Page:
Reviewed by James Karas
The National Theatre’s production of Julius Caesar that was broadcast live to cinemas presents an original reading of the play in a new theatre in London. Nicholas Hytner ran the National Theatre for 12 years and upon leaving it he founded, with Nick Star, the Bridge Theatre near Tower Bridge in London.
Julius Caesar is produced in a theatre-in-the-round with a stage in the middle and people standing around the stage. The production begins with a rock concert that lasts for about a quarter of an hour. The musician are wearing T-shirts that read JUST DO IT! JULIUS CAESAR and a very youthful crowd enjoys the loud music. The tribunes appear among the crowd and start castigating them for taking time off for no apparent reason. The concert crowd becomes the Roman mob attending the return of Caesar.
The play is set in a modern war zone with automatic weapons and pistols and a generous use of bullets. The actors are in the middle of the audience so that at about half of the spectators watch the back of the players. The audience in the movie house have no such restriction because there are camera on all sides and we have a full view of the action all the time.
All the action takes place during darkness and we see the small square platform and some members of the audience in the beginning. Once the war starts and there is broken furniture and wires all over to indicate a war zone. At least we get glimpses of it but rarely do we see the whole stage. When there are flashes of light and we get a long shot and we get some appreciation of the havoc that is in front of us but when the actors speak the camera usually focuses on them. When the camera focuses on the speakers we usually see only a dark background.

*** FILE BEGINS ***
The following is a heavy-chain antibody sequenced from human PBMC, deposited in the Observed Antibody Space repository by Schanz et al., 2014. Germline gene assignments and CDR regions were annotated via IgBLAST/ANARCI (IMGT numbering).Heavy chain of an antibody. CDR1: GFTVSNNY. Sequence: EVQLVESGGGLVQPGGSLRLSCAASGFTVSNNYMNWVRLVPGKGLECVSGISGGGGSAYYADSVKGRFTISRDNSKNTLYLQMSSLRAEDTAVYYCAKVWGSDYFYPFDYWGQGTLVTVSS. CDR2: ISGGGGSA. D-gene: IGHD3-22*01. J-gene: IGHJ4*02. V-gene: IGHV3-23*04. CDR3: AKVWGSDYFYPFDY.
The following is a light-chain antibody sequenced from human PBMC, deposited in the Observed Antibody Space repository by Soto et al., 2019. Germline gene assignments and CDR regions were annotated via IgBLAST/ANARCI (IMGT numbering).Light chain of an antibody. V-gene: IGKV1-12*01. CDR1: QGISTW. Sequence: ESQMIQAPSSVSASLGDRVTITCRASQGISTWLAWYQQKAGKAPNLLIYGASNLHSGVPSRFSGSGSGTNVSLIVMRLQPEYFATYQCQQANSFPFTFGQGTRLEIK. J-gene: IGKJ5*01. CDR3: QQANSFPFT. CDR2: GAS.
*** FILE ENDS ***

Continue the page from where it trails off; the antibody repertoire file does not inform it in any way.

This produces an uneasy feeling. You know there is a great deal going on and at times all you see is faces of characters but no context. It’s like experiencing war scenes without really getting a good look at them.
Ben Whishaw plays the honourable Brutus. Whishaw’s performance is distinguished by his ability to show intelligence, integrity and a fundamental weakness. Cassius has an instinctive understanding of his friend’s character and is able to manipulate him and convince him to join the conspiracy to assassinate Caesar. A highly nuanced and effective performance by Whishaw.
Hytner has cast woman in some of the major roles. They are referred to by the feminine pronoun but aside from that they are men. Michelle Fairley is a clever, scheming and cunning Cassius able to control and pervert people to his wishes. She gives us a superb performance.
Kit Young’s Octavius is petulant, arrogant and dismissive of others and an emperor in the making. David Morrissey’s Mark Antony is a capable politician who is ambitious but lacks the unscrupulousness and instinct for going for the jugular.
Hytner is an old hand at directing Shakespeare and he has gathered a cast that delivers Shakespeare’s lines clearly, meticulously with attention to every syllable. It is no small achievement.
The production is meticulous and nuanced but it suffers by the way it is presented in the movie house. I felt that I missed as great deal of the bigger picture although I enjoyed the close-ups and the avoidance of having to watch actors’ backs.
Julius Caesar by William Shakespeare was shown in select Cineplex theatres on March 22, 2018. For more information visit www.cineplex.com/events